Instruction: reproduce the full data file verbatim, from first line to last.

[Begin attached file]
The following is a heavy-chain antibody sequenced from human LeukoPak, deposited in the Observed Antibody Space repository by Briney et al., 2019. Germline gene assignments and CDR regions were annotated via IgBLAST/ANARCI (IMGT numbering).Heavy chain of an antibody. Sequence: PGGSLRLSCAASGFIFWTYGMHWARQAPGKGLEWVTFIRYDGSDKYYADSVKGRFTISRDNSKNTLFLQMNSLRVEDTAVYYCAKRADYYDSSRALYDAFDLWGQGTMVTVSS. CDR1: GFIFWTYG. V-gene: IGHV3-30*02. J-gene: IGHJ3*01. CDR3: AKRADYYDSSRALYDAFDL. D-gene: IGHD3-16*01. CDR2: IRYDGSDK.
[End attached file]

The following is a heavy-chain antibody sequenced from human LeukoPak, deposited in the Observed Antibody Space repository by Briney et al., 2019. Germline gene assignments and CDR regions were annotated via IgBLAST/ANARCI (IMGT numbering).Heavy chain of an antibody. Sequence: PGGSLRLSCAASGFIFWTYGMHWARQAPGKGLEWVTFIRYDGSDKYYADSVKGRFTISRDNSKNTLFLQMNSLRVEDTAVYYCAKRADYYDSSRALYDAFDLWGQGTMVTVSS. CDR1: GFIFWTYG. V-gene: IGHV3-30*02. J-gene: IGHJ3*01. CDR3: AKRADYYDSSRALYDAFDL. D-gene: IGHD3-16*01. CDR2: IRYDGSDK.